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Partnership Principles

A primer on how we approach Sunrise Principle 10

10. We stand with other movements for change.
Stopping climate change requires winning and holding power at every level of government. This is a huge job and we can’t do it alone. When it makes sense, we work with other movements who share our values and are also working to win political power.

Sunrise’s role has two critical components. We bring new young people into the movement in order to build towards a movement of millions. And we act as moral disruptors through visible mass protest that speaks truth to power and envisions a better world.

Other groups play other critical roles, like leading on local/state/federal policy development, convening coalitions, and organizing groups of people who we can’t reach. We need them to play these roles in order for us to win, and vice versa.

When we try to do it all, we end up stretching ourselves too thin. Even when there is an apparent gap to fill, we resist taking on duties that would lead us outside our ideal role. In particular, leading on policy development and convening coalitions are better left to other groups, because doing this work would end up making it difficult for us to fulfill the role of moral disruptors.

We acknowledge and respect past and present organizing—by civil rights, labor, environmental justice activists and more–that disrupts the status quo and addresses the roots of the climate crisis and economic inequality. If we don’t already know about community organizing efforts in the places we live, we learn about them.

We believe in the liberation of all people and support struggles to end racism, sexism, economic inequality, and all oppression, and show up for groups leading these efforts without expecting anything in return.

Black, Indigenous, and people of color, femme and queer folks, workers, the poor and working-class, and people with disabilities experience the effects of the climate crisis first and worst while bearing the least responsibility. Members of these communities, some of whom are youth in our movement, have been leading the fight for climate justice for years, often without sufficient recognition. We listen to frontline leaders’ perspectives, both within and beyond our movement, and follow their lead on place-based struggles.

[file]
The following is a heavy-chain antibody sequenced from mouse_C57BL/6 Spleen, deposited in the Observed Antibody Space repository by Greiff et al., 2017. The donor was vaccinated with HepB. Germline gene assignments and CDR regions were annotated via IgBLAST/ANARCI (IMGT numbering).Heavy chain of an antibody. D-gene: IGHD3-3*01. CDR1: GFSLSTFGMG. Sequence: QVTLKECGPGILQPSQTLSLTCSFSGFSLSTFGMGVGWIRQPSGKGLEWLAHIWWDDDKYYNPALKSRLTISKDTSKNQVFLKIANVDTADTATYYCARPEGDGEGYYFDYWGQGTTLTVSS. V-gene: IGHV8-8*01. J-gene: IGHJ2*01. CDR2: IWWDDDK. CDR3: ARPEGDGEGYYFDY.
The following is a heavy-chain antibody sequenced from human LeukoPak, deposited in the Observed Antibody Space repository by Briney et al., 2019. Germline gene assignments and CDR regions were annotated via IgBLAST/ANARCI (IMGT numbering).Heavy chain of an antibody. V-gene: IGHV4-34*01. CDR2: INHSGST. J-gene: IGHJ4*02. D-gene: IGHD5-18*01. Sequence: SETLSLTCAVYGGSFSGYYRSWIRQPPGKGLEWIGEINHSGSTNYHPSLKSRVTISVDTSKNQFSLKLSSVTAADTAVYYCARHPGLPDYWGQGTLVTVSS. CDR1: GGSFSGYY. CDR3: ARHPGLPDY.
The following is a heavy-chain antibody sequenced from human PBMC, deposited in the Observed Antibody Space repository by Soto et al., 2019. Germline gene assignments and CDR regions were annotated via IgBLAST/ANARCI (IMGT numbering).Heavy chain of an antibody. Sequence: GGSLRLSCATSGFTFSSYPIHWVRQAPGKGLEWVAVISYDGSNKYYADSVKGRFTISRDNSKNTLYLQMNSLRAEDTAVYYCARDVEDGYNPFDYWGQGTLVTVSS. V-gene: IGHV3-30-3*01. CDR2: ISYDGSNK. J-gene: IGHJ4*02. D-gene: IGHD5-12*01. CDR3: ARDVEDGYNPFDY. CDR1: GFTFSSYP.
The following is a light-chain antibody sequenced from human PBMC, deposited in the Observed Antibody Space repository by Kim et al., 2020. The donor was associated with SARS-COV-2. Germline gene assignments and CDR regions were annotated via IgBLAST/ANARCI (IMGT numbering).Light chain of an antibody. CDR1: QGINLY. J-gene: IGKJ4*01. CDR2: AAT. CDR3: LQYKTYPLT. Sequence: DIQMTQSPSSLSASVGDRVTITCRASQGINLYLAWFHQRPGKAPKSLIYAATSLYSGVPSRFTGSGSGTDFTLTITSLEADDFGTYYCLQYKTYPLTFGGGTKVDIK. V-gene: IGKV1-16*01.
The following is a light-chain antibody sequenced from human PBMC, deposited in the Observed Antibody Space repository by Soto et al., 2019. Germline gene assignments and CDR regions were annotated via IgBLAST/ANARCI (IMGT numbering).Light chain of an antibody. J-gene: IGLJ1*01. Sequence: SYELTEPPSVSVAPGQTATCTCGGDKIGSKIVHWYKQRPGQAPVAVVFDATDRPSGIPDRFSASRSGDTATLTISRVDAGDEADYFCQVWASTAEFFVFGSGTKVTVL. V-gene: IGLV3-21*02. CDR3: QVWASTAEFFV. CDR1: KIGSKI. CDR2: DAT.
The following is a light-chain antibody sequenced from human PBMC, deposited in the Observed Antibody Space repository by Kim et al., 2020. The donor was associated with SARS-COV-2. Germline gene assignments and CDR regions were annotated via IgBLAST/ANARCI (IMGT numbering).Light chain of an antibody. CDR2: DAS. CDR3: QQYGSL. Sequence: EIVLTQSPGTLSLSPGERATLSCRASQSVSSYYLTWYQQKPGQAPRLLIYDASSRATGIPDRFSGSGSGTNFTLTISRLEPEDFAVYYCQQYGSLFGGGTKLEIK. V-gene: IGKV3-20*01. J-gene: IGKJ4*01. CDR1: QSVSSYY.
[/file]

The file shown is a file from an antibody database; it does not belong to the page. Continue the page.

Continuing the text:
There are too many wonderful groups out there for us to get to know all of them. We focus our limited time building relationships with groups who are also working at the intersection of people power and political power, and build relationships grounded in common values and shared humanity. We understand elections to be a key moment for this type of collaboration.

We build relationships at the speed of trust, which can be slow. Sometimes, rushing into active collaboration with another group can set back the relationship-building process. We and our allies can continue to take action independently, even as we undertake the process of deepening trust by showing up for each other and getting to know each other

Trust is strengthened when we clearly express the role we are aiming to fulfill and follow through on our commitments. This helps others know when and how we intend to lead, and where we see them leading. It can also support them to give us feedback if we stray from our intended role.

Being a moral disruptor often rocks the boat or involves taking risks that are hard to get multiple organizations to agree to. We listen seriously to feedback, and communicate clearly and early about our plans with trusted allies when it may impact their work, but we don’t assume that all of our work will involve collaboration. While some groups will be excited to join us in moral disruption and organizing for political power, others will not be willing or able to do so. We respect their different contributions to the movement ecosystem and remain focused on playing our role well.